Monday, May 23, 2005

Daniel Okrent exits

Daniel Okrent, the refreshingly honest Public Editor of the New York Times, hangs it up. Click the title for his valedictory, "13 Things I Meant to Write About but Never Did." He purports that this list is random but I'd bet not.


2. Op-Ed columnist Paul Krugman has the disturbing habit of shaping, slicing and selectively citing numbers in a fashion that pleases his acolytes but leaves him open to substantive assaults. [emphasis added] Maureen Dowd was still writing that Alberto R. Gonzales "called the Geneva Conventions 'quaint' " nearly two months after a correction in the news pages noted that Gonzales had specifically applied the term to Geneva provisions about commissary privileges, athletic uniforms and scientific instruments. Before his retirement in January, William Safire vexed me with his chronic assertion of clear links between Al Qaeda and Saddam Hussein, based on evidence only he seemed to possess.

No one deserves the personal vituperation that regularly comes Dowd's way, and some of Krugman's enemies are every bit as ideological (and consequently unfair) as he is. But that doesn't mean that their boss, publisher Arthur O. Sulzberger Jr., shouldn't hold his columnists to higher standards.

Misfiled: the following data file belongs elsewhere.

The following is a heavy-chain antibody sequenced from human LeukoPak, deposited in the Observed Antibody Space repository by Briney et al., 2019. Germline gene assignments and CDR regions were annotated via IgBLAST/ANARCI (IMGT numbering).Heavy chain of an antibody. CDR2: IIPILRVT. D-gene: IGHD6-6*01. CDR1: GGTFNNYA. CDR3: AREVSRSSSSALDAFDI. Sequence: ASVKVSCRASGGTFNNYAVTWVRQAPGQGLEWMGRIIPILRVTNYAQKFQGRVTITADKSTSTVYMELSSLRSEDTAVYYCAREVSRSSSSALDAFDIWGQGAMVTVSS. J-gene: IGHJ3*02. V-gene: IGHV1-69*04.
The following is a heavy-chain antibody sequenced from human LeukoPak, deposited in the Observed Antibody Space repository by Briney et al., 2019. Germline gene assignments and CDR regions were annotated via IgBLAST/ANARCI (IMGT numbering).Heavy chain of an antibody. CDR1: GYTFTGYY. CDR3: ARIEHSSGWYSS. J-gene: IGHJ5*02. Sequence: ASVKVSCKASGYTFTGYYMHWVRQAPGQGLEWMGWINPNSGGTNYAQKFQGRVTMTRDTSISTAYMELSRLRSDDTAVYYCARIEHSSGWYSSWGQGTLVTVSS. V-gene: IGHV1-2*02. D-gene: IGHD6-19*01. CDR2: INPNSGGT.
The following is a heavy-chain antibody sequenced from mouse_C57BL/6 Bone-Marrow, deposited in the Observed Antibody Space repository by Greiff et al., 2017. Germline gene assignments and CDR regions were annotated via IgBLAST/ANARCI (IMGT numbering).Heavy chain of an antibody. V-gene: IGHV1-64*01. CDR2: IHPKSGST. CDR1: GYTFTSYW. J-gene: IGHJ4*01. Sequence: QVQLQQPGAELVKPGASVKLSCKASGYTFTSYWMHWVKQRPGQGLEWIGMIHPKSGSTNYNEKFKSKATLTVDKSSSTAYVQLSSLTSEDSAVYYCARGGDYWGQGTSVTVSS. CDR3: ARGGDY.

I didn't give Krugman, Dowd or Safire the chance to respond before writing the last two paragraphs. I decided to impersonate an opinion columnist.

3. Question: What do these characterizations have in common?:

"At the first sound of her peremptory voice and clickety stiletto heels, people dart behind doors and douse the lights." - Television critic Alessandra Stanley on Katie Couric, April 25.
"A semicelebrated hustler Ms. Lakshmi may be." - Fashion writer Guy Trebay on Padma Lakshmi, Feb. 8 .

"Le mot juste here is 'jackass.' " - Book reviewer Joe Queenan on writer A. J. Jacobs, Oct. 3 .

Answer: Each is gratuitously nasty, and inappropriate in a newspaper that many of us look to as a guardian of civil discussion. I'll put the chart that appeared in the Feb. 20 edition of The Times's T: Women's Fashion magazine, touting oxycontin as a status symbol, in the same repellent category.

5. Reader Steven L. Carter of Bala Cynwyd, Pa., asks, If "Tucker Carlson is identified as a conservative" in The Times, then why is "Bill Moyers just, well, plain old Bill Moyers"? Good question.

Farewell, Daniel. And if I were Newsweek, I'd give this guy a call.

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